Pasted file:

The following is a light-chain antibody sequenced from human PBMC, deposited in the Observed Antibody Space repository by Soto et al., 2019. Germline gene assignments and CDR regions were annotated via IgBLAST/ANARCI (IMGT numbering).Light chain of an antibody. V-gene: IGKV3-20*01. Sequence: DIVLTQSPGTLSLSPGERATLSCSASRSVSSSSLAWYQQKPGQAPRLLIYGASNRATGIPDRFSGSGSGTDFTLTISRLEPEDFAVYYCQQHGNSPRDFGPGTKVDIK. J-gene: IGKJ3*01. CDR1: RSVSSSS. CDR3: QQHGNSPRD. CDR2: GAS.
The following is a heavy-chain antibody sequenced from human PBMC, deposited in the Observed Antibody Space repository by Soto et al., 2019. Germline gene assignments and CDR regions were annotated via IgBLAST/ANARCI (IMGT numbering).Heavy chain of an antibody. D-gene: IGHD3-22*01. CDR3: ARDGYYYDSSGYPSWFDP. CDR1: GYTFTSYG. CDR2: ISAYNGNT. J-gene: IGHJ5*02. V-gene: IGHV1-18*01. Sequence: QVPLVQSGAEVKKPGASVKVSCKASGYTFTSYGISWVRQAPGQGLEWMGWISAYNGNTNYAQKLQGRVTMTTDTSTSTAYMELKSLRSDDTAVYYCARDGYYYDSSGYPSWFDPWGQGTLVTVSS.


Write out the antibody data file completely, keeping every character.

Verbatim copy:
The following is a light-chain antibody sequenced from human PBMC, deposited in the Observed Antibody Space repository by Soto et al., 2019. Germline gene assignments and CDR regions were annotated via IgBLAST/ANARCI (IMGT numbering).Light chain of an antibody. V-gene: IGKV3-20*01. Sequence: DIVLTQSPGTLSLSPGERATLSCSASRSVSSSSLAWYQQKPGQAPRLLIYGASNRATGIPDRFSGSGSGTDFTLTISRLEPEDFAVYYCQQHGNSPRDFGPGTKVDIK. J-gene: IGKJ3*01. CDR1: RSVSSSS. CDR3: QQHGNSPRD. CDR2: GAS.
The following is a heavy-chain antibody sequenced from human PBMC, deposited in the Observed Antibody Space repository by Soto et al., 2019. Germline gene assignments and CDR regions were annotated via IgBLAST/ANARCI (IMGT numbering).Heavy chain of an antibody. D-gene: IGHD3-22*01. CDR3: ARDGYYYDSSGYPSWFDP. CDR1: GYTFTSYG. CDR2: ISAYNGNT. J-gene: IGHJ5*02. V-gene: IGHV1-18*01. Sequence: QVPLVQSGAEVKKPGASVKVSCKASGYTFTSYGISWVRQAPGQGLEWMGWISAYNGNTNYAQKLQGRVTMTTDTSTSTAYMELKSLRSDDTAVYYCARDGYYYDSSGYPSWFDPWGQGTLVTVSS.